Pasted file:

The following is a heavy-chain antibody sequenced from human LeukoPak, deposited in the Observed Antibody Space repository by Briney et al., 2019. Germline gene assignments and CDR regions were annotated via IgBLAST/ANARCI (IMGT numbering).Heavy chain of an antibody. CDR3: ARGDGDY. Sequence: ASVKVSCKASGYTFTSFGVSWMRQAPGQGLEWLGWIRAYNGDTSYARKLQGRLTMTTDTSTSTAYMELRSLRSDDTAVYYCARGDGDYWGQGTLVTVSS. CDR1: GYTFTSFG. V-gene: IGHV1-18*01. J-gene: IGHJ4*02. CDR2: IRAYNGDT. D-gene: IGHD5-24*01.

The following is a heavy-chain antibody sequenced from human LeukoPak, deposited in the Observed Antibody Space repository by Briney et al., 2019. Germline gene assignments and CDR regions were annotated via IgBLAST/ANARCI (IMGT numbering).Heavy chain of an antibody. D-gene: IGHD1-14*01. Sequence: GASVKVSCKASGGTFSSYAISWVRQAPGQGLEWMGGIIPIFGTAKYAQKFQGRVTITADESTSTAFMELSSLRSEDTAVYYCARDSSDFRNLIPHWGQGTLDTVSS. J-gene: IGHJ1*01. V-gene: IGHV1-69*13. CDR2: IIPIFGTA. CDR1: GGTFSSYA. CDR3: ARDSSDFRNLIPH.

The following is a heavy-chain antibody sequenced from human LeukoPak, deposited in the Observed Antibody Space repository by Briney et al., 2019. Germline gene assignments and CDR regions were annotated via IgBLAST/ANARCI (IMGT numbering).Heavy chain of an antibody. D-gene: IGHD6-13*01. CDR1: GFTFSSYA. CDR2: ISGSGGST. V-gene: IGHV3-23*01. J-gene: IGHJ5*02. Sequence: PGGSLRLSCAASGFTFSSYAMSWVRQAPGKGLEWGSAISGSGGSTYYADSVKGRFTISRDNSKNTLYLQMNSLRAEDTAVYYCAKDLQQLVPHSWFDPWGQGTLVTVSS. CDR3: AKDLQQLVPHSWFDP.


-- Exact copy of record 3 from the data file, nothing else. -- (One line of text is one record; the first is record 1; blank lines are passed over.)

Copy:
The following is a heavy-chain antibody sequenced from human LeukoPak, deposited in the Observed Antibody Space repository by Briney et al., 2019. Germline gene assignments and CDR regions were annotated via IgBLAST/ANARCI (IMGT numbering).Heavy chain of an antibody. D-gene: IGHD6-13*01. CDR1: GFTFSSYA. CDR2: ISGSGGST. V-gene: IGHV3-23*01. J-gene: IGHJ5*02. Sequence: PGGSLRLSCAASGFTFSSYAMSWVRQAPGKGLEWGSAISGSGGSTYYADSVKGRFTISRDNSKNTLYLQMNSLRAEDTAVYYCAKDLQQLVPHSWFDPWGQGTLVTVSS. CDR3: AKDLQQLVPHSWFDP.